Factors affecting friction

3 (e) discuss the effect of friction on the motion of a vehicle in the context of tire surface, road  conditions (including skidding), braking force, braking distance, thinking distance and stopping distance

I already covered how friction opposes movement, and how it slows down the movement of a body by providing resistance. We will now go more into detail about friction, and how different factors affect friction.

First we need to be aware of a few terms.

Braking distance

 Braking distance is the distance covered by the car while the brakes are being applied. Don't know what to write in this one. maybe if the breaking distance is more, than the friction is lesser compared to a shorter braking distance?


Thinking distance 

Thinking distance is the distance covered by the moving body, during which the driver decides to apply the brake. It is also known as the reaction distance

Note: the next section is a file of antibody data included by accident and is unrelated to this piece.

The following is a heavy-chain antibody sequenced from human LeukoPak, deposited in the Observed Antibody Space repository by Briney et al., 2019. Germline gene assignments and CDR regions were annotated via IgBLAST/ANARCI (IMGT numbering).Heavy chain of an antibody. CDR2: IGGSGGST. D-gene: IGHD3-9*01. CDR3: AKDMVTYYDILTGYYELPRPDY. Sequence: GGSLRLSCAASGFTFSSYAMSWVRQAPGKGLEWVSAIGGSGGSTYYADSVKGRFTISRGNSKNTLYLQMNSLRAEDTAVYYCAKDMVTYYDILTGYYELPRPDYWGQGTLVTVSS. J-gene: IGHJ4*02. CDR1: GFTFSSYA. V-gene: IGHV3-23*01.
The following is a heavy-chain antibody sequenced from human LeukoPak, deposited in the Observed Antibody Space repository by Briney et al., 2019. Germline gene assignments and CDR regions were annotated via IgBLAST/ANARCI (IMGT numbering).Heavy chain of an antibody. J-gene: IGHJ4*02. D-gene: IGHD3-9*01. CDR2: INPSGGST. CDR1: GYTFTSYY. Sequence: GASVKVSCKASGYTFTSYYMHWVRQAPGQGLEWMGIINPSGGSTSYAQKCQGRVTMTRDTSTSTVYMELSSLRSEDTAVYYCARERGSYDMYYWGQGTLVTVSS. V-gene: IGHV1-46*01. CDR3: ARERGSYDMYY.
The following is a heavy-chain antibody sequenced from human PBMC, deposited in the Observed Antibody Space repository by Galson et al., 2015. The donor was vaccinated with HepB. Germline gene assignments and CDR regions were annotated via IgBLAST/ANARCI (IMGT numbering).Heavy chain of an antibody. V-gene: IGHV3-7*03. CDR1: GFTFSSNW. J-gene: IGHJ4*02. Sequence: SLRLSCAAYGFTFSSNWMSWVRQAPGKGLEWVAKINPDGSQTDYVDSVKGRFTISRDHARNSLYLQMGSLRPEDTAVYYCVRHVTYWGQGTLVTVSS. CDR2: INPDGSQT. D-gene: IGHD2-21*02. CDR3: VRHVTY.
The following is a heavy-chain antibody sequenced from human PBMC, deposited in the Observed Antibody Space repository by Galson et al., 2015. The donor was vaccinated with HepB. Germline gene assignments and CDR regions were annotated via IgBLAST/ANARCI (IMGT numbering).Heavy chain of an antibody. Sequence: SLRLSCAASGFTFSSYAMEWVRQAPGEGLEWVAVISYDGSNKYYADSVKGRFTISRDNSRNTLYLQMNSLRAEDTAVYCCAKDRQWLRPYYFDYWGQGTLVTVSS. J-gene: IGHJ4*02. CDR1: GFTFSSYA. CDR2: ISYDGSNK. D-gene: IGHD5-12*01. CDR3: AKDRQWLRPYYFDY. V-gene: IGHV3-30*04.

Stopping distance

This distance includes the thinking distance as well as the braking distance.

Now, let us come to the factors that affect friction

Tire surface

If the surface of the tire is smooth, there would be less friction, as a rough surface always increases friction. Usually old and worn out tires have smooth surface, which results in a longer distance covered when applying the brakes. Furthermore, if there are treads or tracks on the tire surface, there would be more friction.

Road Conditions

If the road is wet or slippery, there would be less friction. On the other hand, there would be more friction on a dry road.

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